Monday, 30 April 2018

First writer on Democracy George Buchanan

A short distance from my home there is a monument in the small town of KiIlearn to one of the most important writers on democracy, reformer George Buchanan. 

He was one of the most significant literary and political figures of the 16th century -  poet, playwright, historian, humanist scholar, and teacher to the great French essayist Michel de Montagne, Mary Queen of Scots and later to her son James VI of Scotland and I of England (United Kingdom.)

Buchanan was a native Gaelic speaker from lower loch Lomond. He was deeply impressed that the Gael had held on to their language and culture for more than two thousand years. He was a Catholic, who was committed himself to the Reformation, and he joined the Reformed Protestant church in 1560s and published
In his article, The birth of the Democratic Intellect, professor Alan Raich, (National July 2017) discussed the importance of Buchanan’s writings. Buchanan wrote De Jure Regni apud Scotos, published in 1579 - one of the most important books in all British (or European) literature on democracy for all. It is originally the most essential text in our understanding of the constitution and the state. (how many of us have heard of it?)
“His book follows the Declaration of Arbroath (1320) in saying that all political power resides in the people, and it must reside in the people: and that it is lawful and necessary to resist kings (or queens, or we might say all rulers) if (or when) they become tyrants.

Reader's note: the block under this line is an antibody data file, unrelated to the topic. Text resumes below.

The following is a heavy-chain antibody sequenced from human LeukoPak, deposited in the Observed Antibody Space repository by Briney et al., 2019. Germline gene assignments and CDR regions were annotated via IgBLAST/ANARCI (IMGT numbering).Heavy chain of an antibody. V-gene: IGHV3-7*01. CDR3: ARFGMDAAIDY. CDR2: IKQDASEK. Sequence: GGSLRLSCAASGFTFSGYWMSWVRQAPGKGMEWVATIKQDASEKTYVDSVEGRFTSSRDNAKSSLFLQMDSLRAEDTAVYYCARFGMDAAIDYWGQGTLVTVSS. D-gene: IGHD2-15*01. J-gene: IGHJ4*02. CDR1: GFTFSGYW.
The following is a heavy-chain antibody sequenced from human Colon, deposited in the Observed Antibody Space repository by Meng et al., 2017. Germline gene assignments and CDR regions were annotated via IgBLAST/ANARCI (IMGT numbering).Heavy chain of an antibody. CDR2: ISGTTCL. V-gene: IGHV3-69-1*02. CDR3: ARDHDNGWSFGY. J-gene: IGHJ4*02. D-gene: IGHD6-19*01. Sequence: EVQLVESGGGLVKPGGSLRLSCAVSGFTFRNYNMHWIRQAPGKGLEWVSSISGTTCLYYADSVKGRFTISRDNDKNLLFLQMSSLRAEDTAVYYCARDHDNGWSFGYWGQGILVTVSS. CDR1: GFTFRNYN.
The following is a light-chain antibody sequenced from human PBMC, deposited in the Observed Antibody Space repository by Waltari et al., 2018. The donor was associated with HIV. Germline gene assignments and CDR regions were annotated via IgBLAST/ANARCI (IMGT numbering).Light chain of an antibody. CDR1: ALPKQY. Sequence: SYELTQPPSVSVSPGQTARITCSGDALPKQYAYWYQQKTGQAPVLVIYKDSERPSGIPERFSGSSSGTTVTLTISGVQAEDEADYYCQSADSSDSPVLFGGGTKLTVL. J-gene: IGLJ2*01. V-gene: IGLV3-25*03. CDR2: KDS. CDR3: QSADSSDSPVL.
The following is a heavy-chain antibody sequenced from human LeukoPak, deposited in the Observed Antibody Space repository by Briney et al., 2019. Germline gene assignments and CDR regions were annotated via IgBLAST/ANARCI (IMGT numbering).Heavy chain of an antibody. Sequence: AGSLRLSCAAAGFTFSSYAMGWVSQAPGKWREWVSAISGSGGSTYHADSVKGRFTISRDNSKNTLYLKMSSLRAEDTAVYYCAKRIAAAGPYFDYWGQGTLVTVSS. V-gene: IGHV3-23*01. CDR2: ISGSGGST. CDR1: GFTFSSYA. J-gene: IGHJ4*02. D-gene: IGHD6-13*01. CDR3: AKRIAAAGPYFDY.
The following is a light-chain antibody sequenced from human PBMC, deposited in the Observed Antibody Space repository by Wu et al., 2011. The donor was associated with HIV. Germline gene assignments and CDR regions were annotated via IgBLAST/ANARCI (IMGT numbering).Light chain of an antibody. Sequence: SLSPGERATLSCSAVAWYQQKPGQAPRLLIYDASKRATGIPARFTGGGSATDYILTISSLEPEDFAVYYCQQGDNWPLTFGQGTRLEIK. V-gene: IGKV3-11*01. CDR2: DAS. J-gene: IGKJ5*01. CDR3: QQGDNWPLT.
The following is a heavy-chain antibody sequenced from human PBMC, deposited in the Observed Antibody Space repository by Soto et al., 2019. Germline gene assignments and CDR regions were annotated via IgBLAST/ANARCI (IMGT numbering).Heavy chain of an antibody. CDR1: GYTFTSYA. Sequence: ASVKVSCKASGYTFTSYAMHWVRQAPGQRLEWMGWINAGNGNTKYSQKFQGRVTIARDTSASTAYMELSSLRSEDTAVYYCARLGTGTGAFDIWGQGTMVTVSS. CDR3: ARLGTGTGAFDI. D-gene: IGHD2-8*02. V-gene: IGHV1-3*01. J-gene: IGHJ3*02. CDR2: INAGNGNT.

Buchannan was basing his argument at least partly on his understanding of the clan system. There were many attempts to suppress his work, in the century following – particularly by the king he tutored and he foresaw where stupid Stewart vanity would lead. He was a major player  in the European cultural context.”
 
monument to George buchanan at Killearn
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George Buchanan 1508 - 1582 was a Scottish historian and humanist
Buchanan was "the most profound intellectual sixteenth century Scotland produced." His ideology of resistance to royal usurpation gained widespread acceptance during the Scottish Reformation. Keith Brown says the ease with which King James VII was deposed in 1689 shows the power of Buchananite ideas.
His father, a Highlander and a younger son of an old family, owned the farm of Moss, in the parish of Killearn but he died young, leaving his widow, five sons, and three daughters in poverty. George's mother, Agnes Heriot, was of the family of the Heriots of Trabroun, of which George Heriot, founder of Heriots hospital was also a member. Buchanan, a native speaker of Gaelic. In 1520 he went to the university of Paris and studied logic under John Mair.
In 1528 Buchanan graduated M.A. at Scots college, University of Paris. The next year he was appointed regent or professor, in the, College of Sainte-Barbe and taught there for over three years. Sainte-Barbe was one of the most prestigious and advanced colleges at that time. George added to that prestige by creating new reforms in teaching Latin. In 1529 he was elected "Procurator of the German Nation" in the University of Paris, and was re-elected four times in four successive months. He resigned his regentship in 1531, and in 1532 became tutor to Gilbert Kennedy, 3rd Earl of Cassilis with whom he returned to Scotland early in 1537. Though a layman, he was made Moderator of the General assembly of the Church of Scotland in 1567. He had sat in the assemblies from 1563.

The importance of the work is proved by the persistent efforts of the legislature to suppress it during the century following its publication. It was condemned by and act of parliament in 1584

In the lead-up to the anniversary Professor Roger Mason of the University of St Andrews has published A Dialogue on the Law of Kingship among the Scots, a critical edition and translation of George Buchanan's 'De Iure Regni apud Scotos Dialogus.